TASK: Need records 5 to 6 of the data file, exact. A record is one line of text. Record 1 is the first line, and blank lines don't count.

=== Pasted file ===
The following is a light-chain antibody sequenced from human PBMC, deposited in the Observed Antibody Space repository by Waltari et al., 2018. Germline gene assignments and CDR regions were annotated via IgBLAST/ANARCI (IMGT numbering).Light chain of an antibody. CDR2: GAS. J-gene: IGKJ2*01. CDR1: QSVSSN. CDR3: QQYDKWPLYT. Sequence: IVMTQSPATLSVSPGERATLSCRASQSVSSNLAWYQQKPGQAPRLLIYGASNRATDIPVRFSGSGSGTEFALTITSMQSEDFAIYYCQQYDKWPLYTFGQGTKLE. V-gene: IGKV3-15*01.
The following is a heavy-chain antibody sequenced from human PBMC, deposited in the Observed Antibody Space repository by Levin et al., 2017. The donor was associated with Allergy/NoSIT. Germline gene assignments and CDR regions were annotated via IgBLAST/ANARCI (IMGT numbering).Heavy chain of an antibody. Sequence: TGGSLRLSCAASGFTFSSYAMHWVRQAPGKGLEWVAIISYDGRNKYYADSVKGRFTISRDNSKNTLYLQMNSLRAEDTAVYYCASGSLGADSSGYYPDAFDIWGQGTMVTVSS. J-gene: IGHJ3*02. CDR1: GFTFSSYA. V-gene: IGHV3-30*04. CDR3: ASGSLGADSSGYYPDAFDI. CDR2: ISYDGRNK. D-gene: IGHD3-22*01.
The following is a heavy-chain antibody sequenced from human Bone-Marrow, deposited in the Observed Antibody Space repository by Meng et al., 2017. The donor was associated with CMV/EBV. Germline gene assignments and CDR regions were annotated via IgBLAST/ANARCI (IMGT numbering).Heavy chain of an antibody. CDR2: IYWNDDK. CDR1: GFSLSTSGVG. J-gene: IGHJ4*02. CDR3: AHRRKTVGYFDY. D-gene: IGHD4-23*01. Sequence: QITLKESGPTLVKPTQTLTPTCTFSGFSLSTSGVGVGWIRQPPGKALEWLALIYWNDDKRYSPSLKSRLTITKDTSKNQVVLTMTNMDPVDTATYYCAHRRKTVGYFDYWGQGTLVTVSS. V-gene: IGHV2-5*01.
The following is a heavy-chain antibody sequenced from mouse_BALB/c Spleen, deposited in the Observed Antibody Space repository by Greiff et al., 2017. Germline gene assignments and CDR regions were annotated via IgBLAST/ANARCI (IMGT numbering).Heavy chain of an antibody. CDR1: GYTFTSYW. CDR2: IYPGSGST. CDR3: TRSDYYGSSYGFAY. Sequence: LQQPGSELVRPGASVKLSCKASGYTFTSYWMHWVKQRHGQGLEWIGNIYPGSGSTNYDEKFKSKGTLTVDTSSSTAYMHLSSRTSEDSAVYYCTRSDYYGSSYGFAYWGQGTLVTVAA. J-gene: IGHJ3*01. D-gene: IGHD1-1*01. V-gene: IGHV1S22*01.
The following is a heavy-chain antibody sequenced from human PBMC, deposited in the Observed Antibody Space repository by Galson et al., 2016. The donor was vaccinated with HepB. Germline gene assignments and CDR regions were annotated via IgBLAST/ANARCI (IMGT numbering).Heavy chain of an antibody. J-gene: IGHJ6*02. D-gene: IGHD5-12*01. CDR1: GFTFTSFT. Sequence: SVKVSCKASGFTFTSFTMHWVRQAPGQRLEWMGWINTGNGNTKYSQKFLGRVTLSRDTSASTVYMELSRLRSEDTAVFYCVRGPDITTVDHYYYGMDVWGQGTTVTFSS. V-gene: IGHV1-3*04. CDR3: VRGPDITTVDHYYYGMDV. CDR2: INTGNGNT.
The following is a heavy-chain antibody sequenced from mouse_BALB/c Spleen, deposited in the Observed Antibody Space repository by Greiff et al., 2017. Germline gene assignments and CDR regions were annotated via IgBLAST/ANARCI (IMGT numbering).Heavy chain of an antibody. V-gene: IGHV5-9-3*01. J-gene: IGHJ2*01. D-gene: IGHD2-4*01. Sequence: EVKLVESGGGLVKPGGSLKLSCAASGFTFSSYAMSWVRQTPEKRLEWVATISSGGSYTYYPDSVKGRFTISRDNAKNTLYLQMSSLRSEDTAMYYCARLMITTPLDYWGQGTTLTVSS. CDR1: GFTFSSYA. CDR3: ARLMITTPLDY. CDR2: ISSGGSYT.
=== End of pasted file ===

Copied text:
The following is a heavy-chain antibody sequenced from human PBMC, deposited in the Observed Antibody Space repository by Galson et al., 2016. The donor was vaccinated with HepB. Germline gene assignments and CDR regions were annotated via IgBLAST/ANARCI (IMGT numbering).Heavy chain of an antibody. J-gene: IGHJ6*02. D-gene: IGHD5-12*01. CDR1: GFTFTSFT. Sequence: SVKVSCKASGFTFTSFTMHWVRQAPGQRLEWMGWINTGNGNTKYSQKFLGRVTLSRDTSASTVYMELSRLRSEDTAVFYCVRGPDITTVDHYYYGMDVWGQGTTVTFSS. V-gene: IGHV1-3*04. CDR3: VRGPDITTVDHYYYGMDV. CDR2: INTGNGNT.
The following is a heavy-chain antibody sequenced from mouse_BALB/c Spleen, deposited in the Observed Antibody Space repository by Greiff et al., 2017. Germline gene assignments and CDR regions were annotated via IgBLAST/ANARCI (IMGT numbering).Heavy chain of an antibody. V-gene: IGHV5-9-3*01. J-gene: IGHJ2*01. D-gene: IGHD2-4*01. Sequence: EVKLVESGGGLVKPGGSLKLSCAASGFTFSSYAMSWVRQTPEKRLEWVATISSGGSYTYYPDSVKGRFTISRDNAKNTLYLQMSSLRSEDTAMYYCARLMITTPLDYWGQGTTLTVSS. CDR1: GFTFSSYA. CDR3: ARLMITTPLDY. CDR2: ISSGGSYT.